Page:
We’re back after attending two excellent real estate conferences. Not surprisingly, the major concern permeating each was the future of housing finance and especially, what the real estate industry and consumers have to look forward to regarding down payment requirements.
At the NAR Midyear Legislative Conference in Washington, D.C., we held dozens of meetings with key multiple listing services (MLS) and REALTOR® Association executives. Their number one concern is how confident their members, as well as buyers and sellers, can be that the homes they buy or sell will be financed and closed.
This is understandable given the current challenges of financing home sales. However, issues today may look like child’s play compared to what could happen if certain measures proposed in Congress and the U.S. Treasury are enacted. Here’s what the real estate industry knows today:
- Rapidly changing credit and collateral standards over the last few years have reduced the percentage of homes closed in relation to the number of sales contracts written.
- The move-up market remains grid-locked without more first-time homebuyers.
- The May 19 Campbell/Inside Mortgage Finance HousingPulse Survey showed the proportion of first-time homebuyers in the housing market fell to 35.7% in April compared to 43.4% a year earlier.
- Despite a historically high housing affordability index, the number one obstacle to homeownership remains lack of funds for a down payment
- The Treasury Department has proclaimed 90% LTV financing as “affordable.”
- The Qualified Residential Mortgage issue (QRM) spells more potential trouble with proposed down payment requirements of up to 20%.
- Some believe that the 30 year fixed-rate mortgage is an unnecessary and quaint relic from bygone days.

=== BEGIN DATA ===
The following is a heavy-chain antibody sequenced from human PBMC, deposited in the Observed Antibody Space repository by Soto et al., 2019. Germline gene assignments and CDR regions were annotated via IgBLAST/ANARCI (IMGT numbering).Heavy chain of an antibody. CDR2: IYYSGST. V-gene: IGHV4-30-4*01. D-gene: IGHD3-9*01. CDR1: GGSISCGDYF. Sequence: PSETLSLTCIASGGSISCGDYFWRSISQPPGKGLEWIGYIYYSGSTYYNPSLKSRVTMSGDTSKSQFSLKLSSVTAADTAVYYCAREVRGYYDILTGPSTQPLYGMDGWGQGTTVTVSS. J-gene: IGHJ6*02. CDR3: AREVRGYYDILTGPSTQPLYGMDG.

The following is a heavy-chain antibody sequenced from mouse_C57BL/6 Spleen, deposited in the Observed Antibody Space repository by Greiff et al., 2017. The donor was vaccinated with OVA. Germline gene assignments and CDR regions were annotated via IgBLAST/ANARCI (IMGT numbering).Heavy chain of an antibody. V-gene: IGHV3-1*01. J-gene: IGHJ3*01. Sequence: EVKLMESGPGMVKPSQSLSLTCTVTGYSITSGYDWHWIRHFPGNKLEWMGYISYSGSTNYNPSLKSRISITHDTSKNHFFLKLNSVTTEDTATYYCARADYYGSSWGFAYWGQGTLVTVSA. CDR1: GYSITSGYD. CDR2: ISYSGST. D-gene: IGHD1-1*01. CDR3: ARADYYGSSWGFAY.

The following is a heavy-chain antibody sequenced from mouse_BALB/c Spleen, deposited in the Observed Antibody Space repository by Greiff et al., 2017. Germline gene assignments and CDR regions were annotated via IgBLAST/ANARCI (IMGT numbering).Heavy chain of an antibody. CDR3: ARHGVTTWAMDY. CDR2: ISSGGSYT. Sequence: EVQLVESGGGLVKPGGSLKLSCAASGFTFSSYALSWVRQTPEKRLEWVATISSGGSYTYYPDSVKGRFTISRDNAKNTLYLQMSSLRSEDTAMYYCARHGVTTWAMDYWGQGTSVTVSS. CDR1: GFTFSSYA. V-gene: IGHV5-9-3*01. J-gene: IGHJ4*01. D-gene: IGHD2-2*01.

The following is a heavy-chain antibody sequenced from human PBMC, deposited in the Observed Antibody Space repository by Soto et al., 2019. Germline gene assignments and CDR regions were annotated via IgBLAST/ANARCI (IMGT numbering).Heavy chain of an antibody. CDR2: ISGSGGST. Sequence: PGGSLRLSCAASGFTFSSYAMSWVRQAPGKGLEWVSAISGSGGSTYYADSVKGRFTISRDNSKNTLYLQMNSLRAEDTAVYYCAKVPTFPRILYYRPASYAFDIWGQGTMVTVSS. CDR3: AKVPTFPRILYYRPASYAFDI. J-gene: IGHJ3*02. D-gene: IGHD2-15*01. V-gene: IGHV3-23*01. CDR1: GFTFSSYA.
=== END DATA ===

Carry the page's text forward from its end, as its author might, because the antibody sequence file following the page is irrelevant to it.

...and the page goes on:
- Calls to disband Fannie Mae and Freddie Mac persist despite the facts that:
- Fannie and Freddie funded 75% of all home loans in Q-1 2011
- Freddie Mac provided affordable single family financing for more than 700,000 low- and moderate- income families in 2010
Last week we traveled to San Francisco to attend National Association of Local Housing Finance’s (NALHFA) 2011 Educational Conference, “Transformative Change in Affordable Housing”. Naturally, we stay close to what’s going on in this segment of housing, yet even to us, this was a dramatically sobering event. Speakers and panelists representing many Housing Finance Agencies (HFAs), Fannie Mae, Freddie Mac, the Federal Reserve, HUD, U.S. Department of Treasury, several bond firms and large banks shared their latest insights. While there are some “green shoots” of optimism, this is no time to be complacent.
We’ll explore the specific issues discussed during the conference soon. In the meantime, whether you’re a tea party-er or a left-winger (some from both sides of the spectrum are supporting ill-informed proposals), we believe it’s time for us to all put aside our ideologies and ask ourselves:
- What are the hopes for an economic recovery if the real estate market becomes further depressed?
- Can a real estate recovery wait another 8-10 years while first time homebuyers save to meet proposed down payment requirements of 10-20%?
- How will more unsold homes and more rental housing help stabilize neighborhoods and real estate values…including yours?
- If a home is the largest financial asset for most Americans, what will happen if fewer Americans own homes due to new policies? What asset will replace the home?
Do not despair; there is hope. Consider the following:
- Some members of Congress are asking if the more radical proposals really make sense. (they need your encouragement more than ever)
- Fannie Mae has expanded its credit policies including a new acceptance of high loan-to-value ratio loans based on carefully researched historical data
- New ways of providing down payment assistance are in development
- 81% of adults surveyed in March by the Pew Research Center say that owning a home is the best long-term investment one can make
- Freddie Mac reported its first profit since it went into conservatorship
- The New Issuance Bond Purchase Program (NIBP) was highly successful in allowing HFAs to fund affordable mortgages while the credit markets for such finding were not functioning
Let your representatives in Congress know immediately what you want America’s housing policy to be for the sake of our communities and our economy!
Stay tuned! Now that we’ve laid out the issues threatening the future of housing finance and homeownership, we’ll be diving into each of these in more detail as well as updating you on how it’s all playing out.
In the meantime, please let us hear your thoughts and comments! What are you hearing in your market?